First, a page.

I'm Nathan Hardisty, an author, ex-editorial writer for Platformnation.com, ex-games writer at Screenjabber. I now write for a variety of sites on the internet while still updating both my DTOID blog and my regular blog, which can be found below.
I am currently writing for Flixist.com
Also I'm incredibly pretentious about video-games so beware. I might just hipsterblow your minds.
Shadow of the Colossus†is the greatest game ever made. Iíve explained numeroustimes†as to why I believe that and yet here I am. Game critique corner. Iíve been chewing my way through the recent Team ICO Collection, finishing up Ico, and now moving into the heartland of Colossus. I donít know what to say. The collection has made the greatest game of all time that bit greater, tipping it over into absolute epitome of perfection that this industry has to offer. Itís transformed my life, but I will not cry again. Yes. For the relationship I had with Agro can never, ever be replicated; even within Shadow†itself.
It sounds silly to say, but I hope you know where Iím coming from, video-games are about interactive experiences. Those experience us a lifetime, and itís not always best to repeat them. This doesnít not make Shadow†any less unique but rather the greatest kind of unique: it can never be played again in the same way. I will never be affected by Shadow†in the same way for as long and as hard as I play it, and for that, it truly is the greatest video-game experience I have ever endured. Absolute†ecstatic†beauty with strokes of mechanics and interaction peppered by level design and themes, ideas and all manner of things to tie it together.
Shadow of the Colossus†is one game I simply cannot bring myself to bring into game critique corner. Yet, I will. If I love it this much then I should be able to celebrate its flaws and thus treasure it ever more. Shadow of the Colossus†does have flaws, but Iím notÖ sure on them. The controls are arguably silly but I believe in this article†that itís a truly physical representation of what occurs on screen. Thereís some visual issues, but theyíve all been tidied up with the HD Collection. Iím trying to think of mistakes, of pacing issues or something, and none of it is coming to mind.
Life is about mistakes because those mistakes mean that we learn. Shadow of the Colossus†is a video-game about the greatest human tragedy of all; the role reversal. David and Goliath, the human and non-human, Wander and the Colossus. Itís the greatest interactive experience Iíve ever had and I doubt I can so simply pick flaws and follies out of it at whim. Iíd probably need to investigate and replay the game butÖ I canít go back in time. My experience with Colossus, the one that points it as the Ďgreatest game ever madeí, the one Iíve written about for so long. That ended nearly six†years ago.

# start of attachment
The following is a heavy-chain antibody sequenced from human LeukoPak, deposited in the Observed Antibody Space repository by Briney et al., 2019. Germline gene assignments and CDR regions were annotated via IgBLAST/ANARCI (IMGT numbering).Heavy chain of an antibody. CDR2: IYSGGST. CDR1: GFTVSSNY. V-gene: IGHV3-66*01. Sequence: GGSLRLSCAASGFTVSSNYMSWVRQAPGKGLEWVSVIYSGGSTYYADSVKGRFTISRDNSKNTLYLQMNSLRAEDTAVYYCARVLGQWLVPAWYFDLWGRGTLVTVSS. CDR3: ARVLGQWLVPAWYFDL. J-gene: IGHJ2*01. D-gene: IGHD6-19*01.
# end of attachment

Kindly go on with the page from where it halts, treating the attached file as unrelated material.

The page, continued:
I donít have a TARDIS, I wish I did, but it would be hard for me to critique that experience and I could easily critique Shadow†as a product, as a video-game. The problem is that, while I could do that, it would be pointless. What Iím arguing here is that video-games are the most†unique†form of artistic expression in the history of the human race. Experiences we all have with these interactive media bits can transform us, enrich us and make us cry. Perhaps Shadow of the Colossus†being the epitome of interaction means I simply canít critique it because itís completely unique of an experience to me.
All great video-games do this, in some way, they contain such mass amounts of interaction that the non-interactive parts (the cutscenes, which mirror the lack of control that Wander actually has and thus the player) end up having diverse effects. What I could cry at, you could laugh at. See what I mean? Itís similar to my story of Boone, that story is undoubtedly only going to occur once to one human being and it just so happened to be me. I canít compare that, I canít critique but I can write about it. I can say ďLook! Look how amazing emergent storytelling is.Ē all while you play your Black Ops†and Red Dead Redemptions†other cinematic bollocks.
I donít hate†linear video-games, fuck no, Half-Life 2†is one of the greatest video-games ever made. Portal 2†is in there as well. What I find differently is how I can talk about all manner of emergent gameplay and unique qualities that games like Shadow possess but with linear games, I can easily compare. Itís the strength and downfall of non-linear games, that it canít be properly identified and categorized and recognized andÖ celebrated as easily. Individualís story, the emergent storytelling, is exclusive to only those who play it. We can certainly read other stories and emotional synchronize with them, but we can never live†them.
Maybe Iíve made sense, maybe Iíve been ridiculously pretentious (as usual) but I canít exactly critique†Shadow†in the same old fashioned way. I can try, but I donít think I could do it justice. So many other people identify with my experience, but I doubt any of them had lived through the same effects, and that is the beauty of video-games. Interaction and†exclusivity.